Know Your Rights - written 3rd Nov. Posted 6th December 1998
3rd November, 1998: This column was originally intended for regular publication in the Features section of the Nassau Guardian. However, it was pulled by the Editor of that newspaper. This website is still under construction, but over the next few weeks, we will present more of Fred Mitchell Uncensored on matters of interest in The Bahamas.

TWO WOMEN TALK IN CITY MARKETS - A Post-Mortem on The Convention
Freedom of speech is a wonderful thing in a democratic society. Constitutional protection for it can be found in Article 23 of the Constitution. There is no better example of it than in the supermarket aisle just between the butter and the tuna fish; two women are talking about the PLP convention. One is stocking the shelves. The other is one who always seems to be in the supermarket, and whenever the politician comes within earshot she suddenly has a lot to say. This time, it was that the PLP had spent too much time at their convention talking about God. Then the both of them pronounced that they were fed up with politics after the PLP's convention. The FNM, they said, attacked the PLP. The PLP attacked the FNM. The shelf stocker said she was not going to vote. The other said she was so fed up she would not even register. Mind you, one remembers her as an FNM partisan who on that day just before election when Chuck Virgil, the former Minister's murder was announced by radio on City Market's PA system, accused the PLP of committing the murder. The message seemed designed to get at the politician with his shopping cart. So the message goes back: to paraphrase Etienne Dupuch - 'people get the kind of Government they elect'.

Freedom of speech is indeed a wonderful thing. You can even violate the rules of grammar. And just this week, it was told to us by the Oxford Dictionary people that it is okay to talk like we have always been talking, and split our infinitives. Infinitives are words with 'to' followed by a verb. Perhaps the editor of this column will appreciate the story of George Bernard Shaw who complained about his editor at The Times of London striking out his split infinitives. He asked for his dismissal saying: "It matters not whether he decides to quickly go or to go quickly or quickly to go. Go he must, and at once."

As a result of the article last week on the Eugene Dupuch Law School, the calls have been coming fast and furious. Some have sought to blame the civil servants for the mess. Others say the fault is the Government. The Government made a commitment to build the law school, overspent its budget to purchase the 1997 General Election. Then they found that they had to cut back, and could not fulfill their international commitment to build the school. They fixed on temporary quarters, but even though the civil service put in orders well in advance, a dispute broke out between Minister of Public works, Tommy Turnquest who supports Mr. Ingraham, and Tennyson Wells, the Attorney-General. We all know whom he supports. The end result was nothing was done by Public works to get things in place. Add to this, the Council of Legal Education did not send a librarian here until 8 October. The library is just now being set up. Further, you have a principal designate who everyone is asking how he got the job. He is Austin Davis, now a Judge. Mr. Davis signs letters as Principal Designate, even though he is still functioning as a working judge. That is because the FNM refuses to call the Senate into session to pass the law to give Mr. Davis pension protection. The Judge says he ain't going a step until the law is in place. Chaos reigns, the students suffer.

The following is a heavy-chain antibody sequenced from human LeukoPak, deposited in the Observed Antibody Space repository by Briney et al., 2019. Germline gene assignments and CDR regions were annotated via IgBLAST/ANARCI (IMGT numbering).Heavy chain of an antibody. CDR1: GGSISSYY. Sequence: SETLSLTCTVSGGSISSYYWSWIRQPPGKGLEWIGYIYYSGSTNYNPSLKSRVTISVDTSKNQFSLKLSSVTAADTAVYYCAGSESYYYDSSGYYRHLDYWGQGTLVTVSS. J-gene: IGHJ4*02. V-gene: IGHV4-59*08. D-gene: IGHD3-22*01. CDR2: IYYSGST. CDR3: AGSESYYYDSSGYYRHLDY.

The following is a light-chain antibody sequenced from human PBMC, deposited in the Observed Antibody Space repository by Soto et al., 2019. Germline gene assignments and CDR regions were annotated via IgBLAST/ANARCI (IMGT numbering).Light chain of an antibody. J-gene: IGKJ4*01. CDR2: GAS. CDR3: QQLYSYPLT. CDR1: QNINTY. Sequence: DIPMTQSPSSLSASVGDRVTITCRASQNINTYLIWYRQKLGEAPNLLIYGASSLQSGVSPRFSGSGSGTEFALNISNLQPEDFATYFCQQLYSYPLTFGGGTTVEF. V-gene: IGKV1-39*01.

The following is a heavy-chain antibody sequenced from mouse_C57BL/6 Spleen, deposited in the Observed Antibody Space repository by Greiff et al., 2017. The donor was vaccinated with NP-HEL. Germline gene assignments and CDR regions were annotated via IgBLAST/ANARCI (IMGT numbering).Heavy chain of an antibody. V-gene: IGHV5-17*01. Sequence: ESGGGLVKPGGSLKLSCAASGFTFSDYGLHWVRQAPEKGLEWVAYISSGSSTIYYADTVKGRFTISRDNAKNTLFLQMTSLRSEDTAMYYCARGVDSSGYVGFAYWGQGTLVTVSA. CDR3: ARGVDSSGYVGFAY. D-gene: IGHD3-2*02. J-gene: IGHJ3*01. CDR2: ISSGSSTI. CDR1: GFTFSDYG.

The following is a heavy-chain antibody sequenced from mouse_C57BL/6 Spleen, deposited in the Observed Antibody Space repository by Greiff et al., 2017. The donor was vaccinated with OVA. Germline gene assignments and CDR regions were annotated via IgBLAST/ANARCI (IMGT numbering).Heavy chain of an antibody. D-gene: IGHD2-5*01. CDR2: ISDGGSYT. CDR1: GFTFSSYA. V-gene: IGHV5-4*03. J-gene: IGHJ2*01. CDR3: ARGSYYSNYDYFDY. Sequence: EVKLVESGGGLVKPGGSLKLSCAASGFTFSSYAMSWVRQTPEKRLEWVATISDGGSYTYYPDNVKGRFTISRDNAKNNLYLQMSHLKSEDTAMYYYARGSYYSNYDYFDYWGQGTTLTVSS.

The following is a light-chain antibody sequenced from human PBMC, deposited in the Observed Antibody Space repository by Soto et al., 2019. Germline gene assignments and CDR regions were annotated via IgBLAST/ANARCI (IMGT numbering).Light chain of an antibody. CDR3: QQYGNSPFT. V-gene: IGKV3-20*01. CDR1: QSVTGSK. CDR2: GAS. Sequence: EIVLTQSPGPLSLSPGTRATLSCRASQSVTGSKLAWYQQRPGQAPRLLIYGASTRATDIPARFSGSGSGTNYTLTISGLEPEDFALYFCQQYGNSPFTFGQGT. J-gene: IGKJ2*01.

With the death of Mr. Bethel, a sole practitioner, comes the use of a little known provision of the Legal Profession Act. This act governs the practice of law in The Bahamas. Under the act, the Bar Council will take over Mr. Bethel's practice through a kind of trusteeship until the affairs of the practice are wound up. Persons who have files with Mr. Bethel's practice ought to contact the Bar Council's office in Parliament Street. May he rest in peace!

BLOOD ON THE DANCE FLOOR The day of the hanging at Her Majesty's Prison, the rumours went throughout the prison that the head of one of the convicted men came off during the execution. Not so says someone who saw the aftermath. It appears that Trevor Fisher had a hard time dying because he was of lighter weight, and there was come miscalculation in the settings. When the jury saw him, a cloth around his head tied his mouth together. Blood was pouring out of his ears. The worst part, the observers say is the smell, since the men evacuate their bowels after the execution. According to one, it was like being part of a legalized murder. Fisher was on the table for observation by the Coroner's Jury that investigates the deaths after the execution. Wood was lying on the ground covered by a blanket. "It was just like he was a dog " said one of the observers. There were three women on the Coroner's jury. No doubt there are plenty out there who are glad these men suffered in death. But the fact remains no human being has the right to take a life. Not even the state. So said Glenys Hanna-Martin last week at the PLP's convention.

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